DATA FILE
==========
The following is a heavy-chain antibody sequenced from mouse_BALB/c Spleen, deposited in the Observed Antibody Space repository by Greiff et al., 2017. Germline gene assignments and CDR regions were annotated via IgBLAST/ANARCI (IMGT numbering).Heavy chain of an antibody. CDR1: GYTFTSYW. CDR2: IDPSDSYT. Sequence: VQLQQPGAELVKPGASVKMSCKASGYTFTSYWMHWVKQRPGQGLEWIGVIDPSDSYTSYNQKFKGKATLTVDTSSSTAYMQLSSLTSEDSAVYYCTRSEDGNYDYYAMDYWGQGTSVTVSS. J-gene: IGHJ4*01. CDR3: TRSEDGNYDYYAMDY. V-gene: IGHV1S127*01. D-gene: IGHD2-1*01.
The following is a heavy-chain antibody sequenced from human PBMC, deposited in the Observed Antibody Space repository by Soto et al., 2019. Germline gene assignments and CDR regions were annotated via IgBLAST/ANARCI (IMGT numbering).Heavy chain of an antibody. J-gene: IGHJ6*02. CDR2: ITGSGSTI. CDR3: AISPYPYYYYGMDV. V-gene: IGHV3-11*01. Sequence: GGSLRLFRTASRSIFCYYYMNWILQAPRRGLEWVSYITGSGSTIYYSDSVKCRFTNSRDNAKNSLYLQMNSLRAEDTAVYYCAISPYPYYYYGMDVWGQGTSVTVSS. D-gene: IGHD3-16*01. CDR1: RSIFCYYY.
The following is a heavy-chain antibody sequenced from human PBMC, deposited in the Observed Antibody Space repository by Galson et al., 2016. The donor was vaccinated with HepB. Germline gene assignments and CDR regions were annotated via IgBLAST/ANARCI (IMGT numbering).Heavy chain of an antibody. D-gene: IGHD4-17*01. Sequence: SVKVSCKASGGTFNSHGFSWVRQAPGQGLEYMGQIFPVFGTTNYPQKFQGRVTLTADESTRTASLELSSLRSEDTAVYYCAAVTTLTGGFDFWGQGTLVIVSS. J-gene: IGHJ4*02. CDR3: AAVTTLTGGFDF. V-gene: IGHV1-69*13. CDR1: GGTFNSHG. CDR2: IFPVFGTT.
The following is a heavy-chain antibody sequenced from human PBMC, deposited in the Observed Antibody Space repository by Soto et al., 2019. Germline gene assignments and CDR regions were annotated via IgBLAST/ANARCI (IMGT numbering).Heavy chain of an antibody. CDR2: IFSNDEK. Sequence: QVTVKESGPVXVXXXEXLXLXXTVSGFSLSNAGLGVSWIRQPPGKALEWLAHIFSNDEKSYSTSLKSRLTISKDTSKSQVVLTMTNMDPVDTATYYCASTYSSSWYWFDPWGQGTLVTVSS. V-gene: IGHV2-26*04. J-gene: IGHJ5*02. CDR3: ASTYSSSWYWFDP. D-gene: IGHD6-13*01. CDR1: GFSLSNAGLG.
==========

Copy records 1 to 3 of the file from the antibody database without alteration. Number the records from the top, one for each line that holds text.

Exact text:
The following is a heavy-chain antibody sequenced from mouse_BALB/c Spleen, deposited in the Observed Antibody Space repository by Greiff et al., 2017. Germline gene assignments and CDR regions were annotated via IgBLAST/ANARCI (IMGT numbering).Heavy chain of an antibody. CDR1: GYTFTSYW. CDR2: IDPSDSYT. Sequence: VQLQQPGAELVKPGASVKMSCKASGYTFTSYWMHWVKQRPGQGLEWIGVIDPSDSYTSYNQKFKGKATLTVDTSSSTAYMQLSSLTSEDSAVYYCTRSEDGNYDYYAMDYWGQGTSVTVSS. J-gene: IGHJ4*01. CDR3: TRSEDGNYDYYAMDY. V-gene: IGHV1S127*01. D-gene: IGHD2-1*01.
The following is a heavy-chain antibody sequenced from human PBMC, deposited in the Observed Antibody Space repository by Soto et al., 2019. Germline gene assignments and CDR regions were annotated via IgBLAST/ANARCI (IMGT numbering).Heavy chain of an antibody. J-gene: IGHJ6*02. CDR2: ITGSGSTI. CDR3: AISPYPYYYYGMDV. V-gene: IGHV3-11*01. Sequence: GGSLRLFRTASRSIFCYYYMNWILQAPRRGLEWVSYITGSGSTIYYSDSVKCRFTNSRDNAKNSLYLQMNSLRAEDTAVYYCAISPYPYYYYGMDVWGQGTSVTVSS. D-gene: IGHD3-16*01. CDR1: RSIFCYYY.
The following is a heavy-chain antibody sequenced from human PBMC, deposited in the Observed Antibody Space repository by Galson et al., 2016. The donor was vaccinated with HepB. Germline gene assignments and CDR regions were annotated via IgBLAST/ANARCI (IMGT numbering).Heavy chain of an antibody. D-gene: IGHD4-17*01. Sequence: SVKVSCKASGGTFNSHGFSWVRQAPGQGLEYMGQIFPVFGTTNYPQKFQGRVTLTADESTRTASLELSSLRSEDTAVYYCAAVTTLTGGFDFWGQGTLVIVSS. J-gene: IGHJ4*02. CDR3: AAVTTLTGGFDF. V-gene: IGHV1-69*13. CDR1: GGTFNSHG. CDR2: IFPVFGTT.